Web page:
My daughter finds something that belongs to him. “Here pass that to the ‘A Beautiful Mind’  pile” she says.”Look I found dad’s Bar Mitzvah invitation.” It was clearly something his mother had kept.  “Give it to me”, I say, “Are you going to give it to him?” “No.” I answer. They look horrified and snatch it back. I was going to save it for future grandchildren but I did not tell them that. 

My son starts taking pictures of things and posting to his friends. His friend replies “Great, send that to me in another ten years when you go through your boxes again.”

My daughter isn’t doing that much better. I start to pull out some of her discarded clothes to save for my god-daughter. “Why are you saving stuff for  her and not me?” “Did you want to save stuff? I ask.  “I didn’t know that we could. “Now she starts making a pile of things she wants to save and not take.

I pull out one coat I took when my mom died a few years ago. “Have you ever worn that coat?” she asks. She tries it on. “I would wear it today. You have never worn it.” I put it on. ”Uh, it looks like a bathrobe on you. It looks so much better on me. “ Now that is all true and probably why I have never worn it.  It is one of the few articles of clothing that  I took from my mom so it is hard for me to part with it. 

My daughter takes a lot of boxes out of the storage room and leaves them in the garage. Can’t we do this one by one I ask? I don’t want boxes all over. She says that she has to leave now. My son says quietly,“I agree with you but I’m not siding with you publicly against her.“

There are about twenty boxes unopened from our old house that no one has looked at in sixteen years. They are filled with their elementary school things. They carry all the pieces of my children that I was trying to hold onto. It was the same way I took things from my mom’s house after she died to hold on to her and her past. I realized that whatever was in those boxes, I hadn’t seen in all that time. I remembered their childhood without ever accessing the boxes. I didn’t need them and they probably don’t either.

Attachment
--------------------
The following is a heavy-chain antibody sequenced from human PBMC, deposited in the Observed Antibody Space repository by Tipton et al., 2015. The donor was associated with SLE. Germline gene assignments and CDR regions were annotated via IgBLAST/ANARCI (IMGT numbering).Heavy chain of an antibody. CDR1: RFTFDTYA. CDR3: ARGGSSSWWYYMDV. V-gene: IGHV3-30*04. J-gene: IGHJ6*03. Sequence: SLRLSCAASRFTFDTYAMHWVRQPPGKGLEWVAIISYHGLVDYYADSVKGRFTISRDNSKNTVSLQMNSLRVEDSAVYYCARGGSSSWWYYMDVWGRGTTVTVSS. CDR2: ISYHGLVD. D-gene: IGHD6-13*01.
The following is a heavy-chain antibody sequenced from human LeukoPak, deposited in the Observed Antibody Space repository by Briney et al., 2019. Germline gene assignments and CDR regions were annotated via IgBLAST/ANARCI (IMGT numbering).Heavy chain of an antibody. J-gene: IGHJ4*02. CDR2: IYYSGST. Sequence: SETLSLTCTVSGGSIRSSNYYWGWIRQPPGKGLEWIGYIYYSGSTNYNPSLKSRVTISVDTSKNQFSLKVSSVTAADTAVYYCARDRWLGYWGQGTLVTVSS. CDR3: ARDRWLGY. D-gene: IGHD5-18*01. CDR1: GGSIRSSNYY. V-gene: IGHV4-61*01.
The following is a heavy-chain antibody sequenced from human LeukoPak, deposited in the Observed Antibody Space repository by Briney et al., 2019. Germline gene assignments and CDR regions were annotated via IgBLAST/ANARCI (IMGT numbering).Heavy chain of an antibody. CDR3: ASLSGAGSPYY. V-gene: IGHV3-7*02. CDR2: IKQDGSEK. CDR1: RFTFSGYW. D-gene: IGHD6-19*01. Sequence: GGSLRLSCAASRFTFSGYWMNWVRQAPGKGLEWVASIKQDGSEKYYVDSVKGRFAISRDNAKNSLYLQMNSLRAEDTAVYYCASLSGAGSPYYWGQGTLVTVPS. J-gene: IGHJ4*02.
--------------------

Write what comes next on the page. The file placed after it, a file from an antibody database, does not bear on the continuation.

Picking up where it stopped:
I know now that I will remember things or I won’t but I don’t need a storage locker filled with stuff. It is difficult to distinguish between possessions and memories.  The possessions do trigger the memories for me. The emotional cost of letting go of their childhood is high. These things connect me to a happier time in my life.

We are more than our  possessions.  Our memories are inside us and maybe writing my story is a way to remember. The most sentimental things aren’t things at all, but stories of the people and places we love, and how we spend our time.

Fly safe,

JAZ

What Do I Really Need? Packing Up My Life In Los Angeles

What Do I Really Need? Packing Up My Life In Los Angeles

“You can spend minutes, hours, days, weeks, or even months over-analyzing a situation; trying to put the pieces together, justifying what could’ve, would’ve happened… or you can just leave the pieces on the floor and move the fuck on.” Tupac Shakur

I’m a traveler so I pack all the time but the process of moving out of a house you have lived in for a long time seems insurmountable. It keeps you constantly focused and in the present of what is important. What is the most beautiful or most practical? How many clothes do I actually need? And why do I have so many other versions of almost the same thing? How many books do I really love? Do I need a suitcase collection?

I felt lucky to have boxes of memories of happy moments and remembrances of people who have died or passed through my life. I’m more of a hoarder than a minimilst when it comes to stuff. It is interesting to see the randomness of things we hold on to. The more stuff you have, the more resources and energy you spend taking care of them. I notice that there are a lot of things that are just taking up space in my life.

The problem with being the person left in the house is that you are the one to deal with all the accumulated memories.  I have cleaned out the garage once and the surfboards bicycles, skiing and camping equipment, musical instruments and some suitcases are long gone. It is a lot of memories for one lifetime.